The 80’s called… it wants its entree back!

Last night was a special occasion here in our house, so to celebrate I stuffed eggs! Yes, that’s right. We really know how to party.

My husband has a particular (peculiar) love of very retro food. Custard squares, asparagus rolls, club sandwiches… all the sort of stuff you’d find in what I call an ‘old lady tea room’. You know the kind of place – sausage rolls, shabby decor with plenty of crocheted doilies, tea by the gallon.

But there’s something quite comforting about food that’s gone out of fashion. It’s the kind of food you ate growing up, seeing it again takes you back in time to when you were young and carefree… who wouldn’t want to feel like that? Stuffed eggs just scream fancy 80’s dinner party to me – I’m not entirely sure if that’s what smart and cultured people were eating back then, but if my old cookbooks are anything to go by, it was probably on menus everywhere.

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To make my eggs, I hard boiled them then ever so carefully shelled them. I didn’t know this for a very long time, but ever since we’ve had chickens (and fresh eggs) and I hard boil their eggs I’ve noticed it’s particularly hard to peel fresh eggs, the whites just don’t hold together. The older the eggs are, the easier they are to peel – the shells just come right off. Which is kind of funny… because for many years I’ve discarded eggs that were really hard to peel, thinking they were old! PRO TIP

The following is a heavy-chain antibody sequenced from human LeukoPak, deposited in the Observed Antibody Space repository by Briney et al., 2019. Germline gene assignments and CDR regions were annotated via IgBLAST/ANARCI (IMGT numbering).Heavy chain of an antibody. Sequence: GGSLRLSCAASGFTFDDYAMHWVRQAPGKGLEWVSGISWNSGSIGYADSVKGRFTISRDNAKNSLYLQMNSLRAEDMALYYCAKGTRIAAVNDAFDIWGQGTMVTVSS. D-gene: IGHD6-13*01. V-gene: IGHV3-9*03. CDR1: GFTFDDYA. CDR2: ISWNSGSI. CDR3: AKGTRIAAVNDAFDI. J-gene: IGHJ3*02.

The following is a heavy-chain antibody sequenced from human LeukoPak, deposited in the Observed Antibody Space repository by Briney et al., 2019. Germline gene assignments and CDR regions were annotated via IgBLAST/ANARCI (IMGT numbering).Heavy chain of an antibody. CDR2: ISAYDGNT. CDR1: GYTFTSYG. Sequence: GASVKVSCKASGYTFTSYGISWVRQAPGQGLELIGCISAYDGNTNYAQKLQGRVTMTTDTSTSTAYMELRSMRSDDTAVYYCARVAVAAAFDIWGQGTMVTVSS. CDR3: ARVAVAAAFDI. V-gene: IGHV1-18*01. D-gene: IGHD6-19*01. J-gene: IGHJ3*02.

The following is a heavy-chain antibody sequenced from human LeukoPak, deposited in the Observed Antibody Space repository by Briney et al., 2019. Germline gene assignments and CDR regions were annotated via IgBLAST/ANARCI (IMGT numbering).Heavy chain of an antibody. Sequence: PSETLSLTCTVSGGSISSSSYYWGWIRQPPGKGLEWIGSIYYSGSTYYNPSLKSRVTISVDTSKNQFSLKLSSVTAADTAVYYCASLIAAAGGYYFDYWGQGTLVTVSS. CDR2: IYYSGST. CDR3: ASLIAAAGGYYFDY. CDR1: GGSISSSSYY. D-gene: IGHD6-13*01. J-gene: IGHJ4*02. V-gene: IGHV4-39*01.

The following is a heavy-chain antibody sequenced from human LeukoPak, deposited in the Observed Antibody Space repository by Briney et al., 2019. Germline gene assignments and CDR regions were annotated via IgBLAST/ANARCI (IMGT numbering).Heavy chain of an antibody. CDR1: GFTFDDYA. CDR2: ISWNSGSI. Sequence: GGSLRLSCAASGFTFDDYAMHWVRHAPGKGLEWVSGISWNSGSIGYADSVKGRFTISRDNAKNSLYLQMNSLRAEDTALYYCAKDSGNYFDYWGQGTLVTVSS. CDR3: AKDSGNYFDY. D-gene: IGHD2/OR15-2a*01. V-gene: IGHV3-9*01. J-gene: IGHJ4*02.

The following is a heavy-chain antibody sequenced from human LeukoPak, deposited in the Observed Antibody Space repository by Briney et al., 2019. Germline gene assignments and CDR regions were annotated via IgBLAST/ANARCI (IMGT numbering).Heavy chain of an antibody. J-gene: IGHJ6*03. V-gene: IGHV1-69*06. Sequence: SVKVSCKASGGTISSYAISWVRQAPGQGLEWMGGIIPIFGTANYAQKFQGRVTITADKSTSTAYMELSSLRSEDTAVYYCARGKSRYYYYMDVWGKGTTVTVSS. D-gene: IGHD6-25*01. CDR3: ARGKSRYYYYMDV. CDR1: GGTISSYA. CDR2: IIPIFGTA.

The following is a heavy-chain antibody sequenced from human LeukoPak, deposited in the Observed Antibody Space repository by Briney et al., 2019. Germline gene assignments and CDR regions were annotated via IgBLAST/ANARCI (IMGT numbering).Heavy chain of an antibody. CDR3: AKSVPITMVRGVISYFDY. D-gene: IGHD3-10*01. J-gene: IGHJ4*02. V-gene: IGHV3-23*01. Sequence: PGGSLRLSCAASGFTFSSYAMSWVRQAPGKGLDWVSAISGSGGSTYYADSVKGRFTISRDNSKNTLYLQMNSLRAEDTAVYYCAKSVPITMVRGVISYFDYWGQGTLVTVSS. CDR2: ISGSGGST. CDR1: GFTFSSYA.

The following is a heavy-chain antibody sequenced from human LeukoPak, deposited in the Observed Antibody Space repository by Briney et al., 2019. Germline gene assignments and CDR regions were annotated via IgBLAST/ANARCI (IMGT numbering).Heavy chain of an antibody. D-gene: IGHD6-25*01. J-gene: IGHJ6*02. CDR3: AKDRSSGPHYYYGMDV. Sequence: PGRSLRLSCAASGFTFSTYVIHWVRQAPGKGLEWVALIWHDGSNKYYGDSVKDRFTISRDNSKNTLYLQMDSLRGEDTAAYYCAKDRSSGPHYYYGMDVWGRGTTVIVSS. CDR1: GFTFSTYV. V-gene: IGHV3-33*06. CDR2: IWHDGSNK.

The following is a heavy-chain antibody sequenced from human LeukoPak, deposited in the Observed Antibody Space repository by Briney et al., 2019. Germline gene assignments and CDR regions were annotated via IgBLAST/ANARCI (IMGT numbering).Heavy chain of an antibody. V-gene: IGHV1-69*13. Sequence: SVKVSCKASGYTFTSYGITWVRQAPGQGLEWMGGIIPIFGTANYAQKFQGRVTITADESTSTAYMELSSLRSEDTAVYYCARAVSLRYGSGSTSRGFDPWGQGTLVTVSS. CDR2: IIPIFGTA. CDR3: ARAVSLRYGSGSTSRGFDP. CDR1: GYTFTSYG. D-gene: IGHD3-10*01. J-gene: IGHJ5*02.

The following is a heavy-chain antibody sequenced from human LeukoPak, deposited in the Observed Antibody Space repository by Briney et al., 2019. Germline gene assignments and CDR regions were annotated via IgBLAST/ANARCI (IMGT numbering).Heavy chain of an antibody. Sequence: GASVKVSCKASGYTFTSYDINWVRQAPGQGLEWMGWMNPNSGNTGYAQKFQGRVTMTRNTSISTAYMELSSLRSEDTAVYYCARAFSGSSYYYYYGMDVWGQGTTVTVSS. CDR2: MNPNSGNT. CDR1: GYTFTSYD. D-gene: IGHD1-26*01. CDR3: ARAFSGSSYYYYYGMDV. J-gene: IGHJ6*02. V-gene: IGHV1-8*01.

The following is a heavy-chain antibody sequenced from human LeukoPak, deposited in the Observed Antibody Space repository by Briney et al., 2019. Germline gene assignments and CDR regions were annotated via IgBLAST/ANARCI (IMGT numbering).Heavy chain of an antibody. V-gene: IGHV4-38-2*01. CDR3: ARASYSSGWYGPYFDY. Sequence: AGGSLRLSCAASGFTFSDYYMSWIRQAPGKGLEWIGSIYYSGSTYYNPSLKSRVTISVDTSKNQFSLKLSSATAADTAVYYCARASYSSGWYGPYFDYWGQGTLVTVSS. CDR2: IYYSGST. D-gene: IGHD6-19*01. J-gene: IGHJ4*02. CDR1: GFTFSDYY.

I halved the eggs, scooped out the middle and mashed the cooked yolk with diced cornichons, capers, some chopped parsley and chives, and a few tablespoons of good mayonnaise, a dash of white wine vinegar, and a half teaspoon of mustard. And a pinch of salt, and plenty of fresh black ground pepper.

I would have piped the egg mix back into the whites with a fancy nozzle (just like they would have in the 80s) but I hadn’t chopped the cornichons up quite as finely as I should have – they would have blocked the nozzle. So I just stuck it all into a small zip lock plastic bag, with a corner cut off, and piped it back in that way. Not quite as pretty, but still good!

P1020485A little dust of sumac on the top, and they were ready to eat! And as an endorsement of just how good they tasted… my daughter, who normally runs away at the sight and smell of egg, happily polished off three of them.

 

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